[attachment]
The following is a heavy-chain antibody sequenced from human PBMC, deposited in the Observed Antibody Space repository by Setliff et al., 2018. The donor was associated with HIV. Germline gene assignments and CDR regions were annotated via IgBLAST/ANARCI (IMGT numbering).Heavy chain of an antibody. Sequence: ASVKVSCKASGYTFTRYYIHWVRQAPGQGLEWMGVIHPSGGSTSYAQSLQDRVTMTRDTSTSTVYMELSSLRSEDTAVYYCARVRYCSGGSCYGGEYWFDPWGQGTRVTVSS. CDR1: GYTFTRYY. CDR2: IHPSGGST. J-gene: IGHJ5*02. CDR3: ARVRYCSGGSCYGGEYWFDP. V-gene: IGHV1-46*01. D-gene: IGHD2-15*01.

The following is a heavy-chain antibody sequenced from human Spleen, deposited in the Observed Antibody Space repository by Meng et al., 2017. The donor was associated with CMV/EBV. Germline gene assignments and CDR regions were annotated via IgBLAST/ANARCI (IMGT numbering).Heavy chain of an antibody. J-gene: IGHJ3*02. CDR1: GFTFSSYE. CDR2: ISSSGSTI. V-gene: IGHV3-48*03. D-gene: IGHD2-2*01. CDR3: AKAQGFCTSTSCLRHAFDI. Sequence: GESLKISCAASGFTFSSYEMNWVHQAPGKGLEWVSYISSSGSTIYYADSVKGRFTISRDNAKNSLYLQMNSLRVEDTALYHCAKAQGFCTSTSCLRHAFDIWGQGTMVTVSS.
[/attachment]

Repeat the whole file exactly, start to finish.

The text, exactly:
The following is a heavy-chain antibody sequenced from human PBMC, deposited in the Observed Antibody Space repository by Setliff et al., 2018. The donor was associated with HIV. Germline gene assignments and CDR regions were annotated via IgBLAST/ANARCI (IMGT numbering).Heavy chain of an antibody. Sequence: ASVKVSCKASGYTFTRYYIHWVRQAPGQGLEWMGVIHPSGGSTSYAQSLQDRVTMTRDTSTSTVYMELSSLRSEDTAVYYCARVRYCSGGSCYGGEYWFDPWGQGTRVTVSS. CDR1: GYTFTRYY. CDR2: IHPSGGST. J-gene: IGHJ5*02. CDR3: ARVRYCSGGSCYGGEYWFDP. V-gene: IGHV1-46*01. D-gene: IGHD2-15*01.

The following is a heavy-chain antibody sequenced from human Spleen, deposited in the Observed Antibody Space repository by Meng et al., 2017. The donor was associated with CMV/EBV. Germline gene assignments and CDR regions were annotated via IgBLAST/ANARCI (IMGT numbering).Heavy chain of an antibody. J-gene: IGHJ3*02. CDR1: GFTFSSYE. CDR2: ISSSGSTI. V-gene: IGHV3-48*03. D-gene: IGHD2-2*01. CDR3: AKAQGFCTSTSCLRHAFDI. Sequence: GESLKISCAASGFTFSSYEMNWVHQAPGKGLEWVSYISSSGSTIYYADSVKGRFTISRDNAKNSLYLQMNSLRVEDTALYHCAKAQGFCTSTSCLRHAFDIWGQGTMVTVSS.